Big Lonely Doug was likely left behind as a seed tree or through a logging practice known as “variable retention harvesting”, where companies claim they are “not clearcutting” the forest because they “retain” varying amounts of trees (in this case, two trees, including Big Lonely Doug) in each cutblock. The tree might have also been used as a cable anchor to yard other trees for the logging operation across the clearcut, judging by the long horizontal lines scarred into its bark.

The stand of ancient trees in which Big Lonely Doug grew was part of a 1000 hectare tract of provincially-significant, largely intact old-growth forest on Edinburgh Mountain, home to species at risk including the red-listed or endangered Queen Charlotte Goshawk.

While some of the area has been reserved as a core Wildlife Habitat Area for the goshawk and as an Old-Growth Management Area, about 60 per cent of the forests there – including the finest, valley-bottom stands with the largest trees, such as the stand where Big Lonely Doug once grew in – are open to clearcut logging.

This area was nicknamed the “Christy Clark Grove” in 2012 after BC’s premier as a strategy to put her on the spot and in the spotlight to have to take responsibility for the fate of this spectacular ancient forest. So far, the premier has failed to ensure the area’s full protection. See photos of this nationally-significant but threatened forest here.

Government data from 2012 show that about 75 per cent of the original, productive old-growth forests on BC’s southern coast (Vancouver Island and Southwest Mainland) have been logged, including over 91 per cent of the highest productivity, valley bottom ancient stands where the largest trees grow. 99 per cent of the old-growth Douglas-fir trees on BC’s coast have also been logged. See recent “before and after” maps and stats here.

The BC Ministry of Forests, Lands, and Natural Resource Operations is currently working on following up on a 2011 promise by then-Forests Minister Pat Bell to develop a new “legal too” to protect the province’s biggest old-growth trees and grandest groves. Such a legal mechanism, if effective and if implemented, would be a greatly welcome step forward towards protecting BC’s finest stands. More comprehensive legislation would still be needed to protect the province’s old-growth ecosystems on a larger scale, to sustain biodiversity, clean water, and the climate, as the biggest trees and monumental groves are today a very small fraction of the remaining old-growth forests.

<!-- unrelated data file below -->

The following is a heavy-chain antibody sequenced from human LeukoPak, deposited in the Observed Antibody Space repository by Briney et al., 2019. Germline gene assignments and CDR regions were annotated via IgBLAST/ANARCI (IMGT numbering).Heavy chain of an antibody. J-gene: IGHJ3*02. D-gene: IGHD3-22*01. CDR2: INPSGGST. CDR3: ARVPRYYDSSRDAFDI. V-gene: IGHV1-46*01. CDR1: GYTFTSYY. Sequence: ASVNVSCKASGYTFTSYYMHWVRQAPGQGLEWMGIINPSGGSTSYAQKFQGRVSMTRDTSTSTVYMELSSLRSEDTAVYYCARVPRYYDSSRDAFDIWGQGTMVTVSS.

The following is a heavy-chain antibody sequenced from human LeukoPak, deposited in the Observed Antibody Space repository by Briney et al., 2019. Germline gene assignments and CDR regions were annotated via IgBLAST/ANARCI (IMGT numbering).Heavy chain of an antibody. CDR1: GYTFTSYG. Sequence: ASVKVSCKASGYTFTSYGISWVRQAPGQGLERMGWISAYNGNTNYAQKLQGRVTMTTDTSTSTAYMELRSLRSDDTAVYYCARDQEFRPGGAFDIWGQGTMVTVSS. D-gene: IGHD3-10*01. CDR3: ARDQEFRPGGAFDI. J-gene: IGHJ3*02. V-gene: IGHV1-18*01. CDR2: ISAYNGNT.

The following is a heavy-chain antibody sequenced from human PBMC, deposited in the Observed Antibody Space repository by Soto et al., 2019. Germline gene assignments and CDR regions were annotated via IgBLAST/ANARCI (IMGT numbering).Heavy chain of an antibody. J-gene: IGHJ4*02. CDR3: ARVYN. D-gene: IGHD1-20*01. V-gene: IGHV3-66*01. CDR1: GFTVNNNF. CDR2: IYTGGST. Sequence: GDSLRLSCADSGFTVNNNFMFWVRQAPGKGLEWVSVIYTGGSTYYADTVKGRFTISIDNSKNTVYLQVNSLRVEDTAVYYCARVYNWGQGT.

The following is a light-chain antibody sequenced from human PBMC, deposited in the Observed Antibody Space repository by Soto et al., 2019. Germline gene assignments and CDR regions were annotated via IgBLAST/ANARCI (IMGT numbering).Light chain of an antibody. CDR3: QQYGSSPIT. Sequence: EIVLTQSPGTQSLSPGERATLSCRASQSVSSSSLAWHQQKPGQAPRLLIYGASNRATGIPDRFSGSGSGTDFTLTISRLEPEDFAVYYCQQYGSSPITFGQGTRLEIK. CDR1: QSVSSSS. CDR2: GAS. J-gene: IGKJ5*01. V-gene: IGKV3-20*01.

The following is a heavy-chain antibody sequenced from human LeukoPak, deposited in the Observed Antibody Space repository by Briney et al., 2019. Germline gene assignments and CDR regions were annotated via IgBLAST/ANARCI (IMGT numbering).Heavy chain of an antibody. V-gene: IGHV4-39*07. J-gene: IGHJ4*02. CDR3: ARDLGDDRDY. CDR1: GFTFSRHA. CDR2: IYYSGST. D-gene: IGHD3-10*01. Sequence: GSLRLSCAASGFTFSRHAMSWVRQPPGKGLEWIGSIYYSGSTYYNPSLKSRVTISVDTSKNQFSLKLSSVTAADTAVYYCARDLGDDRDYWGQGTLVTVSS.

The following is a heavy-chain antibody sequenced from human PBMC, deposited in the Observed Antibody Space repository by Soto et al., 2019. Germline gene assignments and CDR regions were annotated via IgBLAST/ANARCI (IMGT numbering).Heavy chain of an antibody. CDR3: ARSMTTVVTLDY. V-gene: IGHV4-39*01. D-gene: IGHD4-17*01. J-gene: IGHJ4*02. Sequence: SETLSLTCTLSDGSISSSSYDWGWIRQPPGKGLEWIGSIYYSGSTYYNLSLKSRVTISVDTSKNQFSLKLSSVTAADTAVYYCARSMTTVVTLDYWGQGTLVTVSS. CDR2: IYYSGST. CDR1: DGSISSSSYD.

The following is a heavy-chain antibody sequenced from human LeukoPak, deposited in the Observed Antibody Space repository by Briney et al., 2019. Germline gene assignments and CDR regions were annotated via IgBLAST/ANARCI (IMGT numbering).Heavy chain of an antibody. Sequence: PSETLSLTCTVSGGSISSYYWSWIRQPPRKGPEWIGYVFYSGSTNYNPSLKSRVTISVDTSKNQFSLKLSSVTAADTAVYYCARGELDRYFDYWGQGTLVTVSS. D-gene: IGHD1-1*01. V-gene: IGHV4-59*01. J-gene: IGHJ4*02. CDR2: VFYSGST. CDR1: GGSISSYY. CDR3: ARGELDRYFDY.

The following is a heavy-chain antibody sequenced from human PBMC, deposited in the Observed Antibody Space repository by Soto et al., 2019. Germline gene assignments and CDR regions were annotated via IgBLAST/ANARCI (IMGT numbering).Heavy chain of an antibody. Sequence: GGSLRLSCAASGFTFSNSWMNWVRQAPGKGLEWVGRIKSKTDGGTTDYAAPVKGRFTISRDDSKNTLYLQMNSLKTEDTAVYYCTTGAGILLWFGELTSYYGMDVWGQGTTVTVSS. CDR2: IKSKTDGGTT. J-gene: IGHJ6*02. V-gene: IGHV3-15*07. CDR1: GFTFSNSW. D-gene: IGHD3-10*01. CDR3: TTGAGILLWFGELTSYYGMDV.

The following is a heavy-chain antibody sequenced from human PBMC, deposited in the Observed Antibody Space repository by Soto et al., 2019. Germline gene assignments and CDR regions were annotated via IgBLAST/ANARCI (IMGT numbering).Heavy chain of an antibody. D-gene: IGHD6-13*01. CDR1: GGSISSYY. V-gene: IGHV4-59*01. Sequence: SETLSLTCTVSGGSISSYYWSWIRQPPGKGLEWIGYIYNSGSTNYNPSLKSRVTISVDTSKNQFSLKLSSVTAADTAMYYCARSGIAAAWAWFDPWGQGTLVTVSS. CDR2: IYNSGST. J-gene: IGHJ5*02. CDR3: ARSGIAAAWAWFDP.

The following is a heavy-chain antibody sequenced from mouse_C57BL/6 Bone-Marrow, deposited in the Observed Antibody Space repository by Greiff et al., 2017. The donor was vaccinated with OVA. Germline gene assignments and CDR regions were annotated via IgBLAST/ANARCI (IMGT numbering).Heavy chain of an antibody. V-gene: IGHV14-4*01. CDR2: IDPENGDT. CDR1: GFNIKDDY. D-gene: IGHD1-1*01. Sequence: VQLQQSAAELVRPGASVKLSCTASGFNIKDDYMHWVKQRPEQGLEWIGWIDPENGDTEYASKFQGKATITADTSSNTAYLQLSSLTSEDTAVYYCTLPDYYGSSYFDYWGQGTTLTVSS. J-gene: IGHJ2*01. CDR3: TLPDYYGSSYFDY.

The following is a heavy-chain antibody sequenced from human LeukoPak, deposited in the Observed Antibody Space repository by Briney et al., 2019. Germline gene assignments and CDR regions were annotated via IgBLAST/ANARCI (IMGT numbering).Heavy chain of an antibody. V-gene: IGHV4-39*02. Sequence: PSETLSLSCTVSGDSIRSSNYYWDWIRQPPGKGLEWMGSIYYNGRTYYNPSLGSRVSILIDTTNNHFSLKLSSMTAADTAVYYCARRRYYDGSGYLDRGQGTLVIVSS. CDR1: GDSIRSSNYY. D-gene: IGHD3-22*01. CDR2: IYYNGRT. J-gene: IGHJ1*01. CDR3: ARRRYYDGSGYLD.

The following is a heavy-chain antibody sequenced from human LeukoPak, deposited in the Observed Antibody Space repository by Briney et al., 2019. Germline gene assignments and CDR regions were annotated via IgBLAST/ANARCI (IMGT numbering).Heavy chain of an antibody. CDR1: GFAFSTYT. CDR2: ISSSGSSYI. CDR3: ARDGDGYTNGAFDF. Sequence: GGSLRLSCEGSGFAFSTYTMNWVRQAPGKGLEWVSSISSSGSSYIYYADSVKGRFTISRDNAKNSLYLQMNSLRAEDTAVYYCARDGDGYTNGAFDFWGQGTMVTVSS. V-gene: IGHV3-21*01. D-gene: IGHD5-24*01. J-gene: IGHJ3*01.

BC’s old-growth forests are important to sustain numerous species at risk that can’t live or flourish in second-growth stands; to mitigate climate change by storing two to three times more atmospheric carbon than the ensuing second-growth tree plantations that they are being replaced with; as fundamental pillars for BC’s multi-billion dollar tourism industry; to support clean water and wild salmon; and for many First Nations cultures who use ancient cedar trees for canoes, totems, long-houses, and numerous other items.

The Ancient Forest Alliance is calling on the BC government to protect our endangered old-growth forests, ensure the development of a sustainable, value-added second-growth forest industry (second-growth forest now constitute the vast majority of productive forest lands in BC), and to end the vast export of raw, unprocessed logs to foreign mills.

“The vast majority of BC’s remaining old-growth forests are at higher elevations, on rocky sites, and in bogs where the trees are much smaller and in many cases have low to no commercial value. It’s the valley-bottom, low elevation stands where trees like the Big Lonely Doug grow that are incredibly scarce now. 99 per cent of the old-growth Douglas-fir trees on BC’s coast have already been logged. It’s time for the BC government to stop being more enthusiastic about big stumps than big trees, and for them to enact forest policies that protect our last endangered ancient forest ecosystems,” stated TJ Watt.

Read more: 

Working to protect BC’s endangered old-growth forests and ensure a sustainable, second-growth forest industry.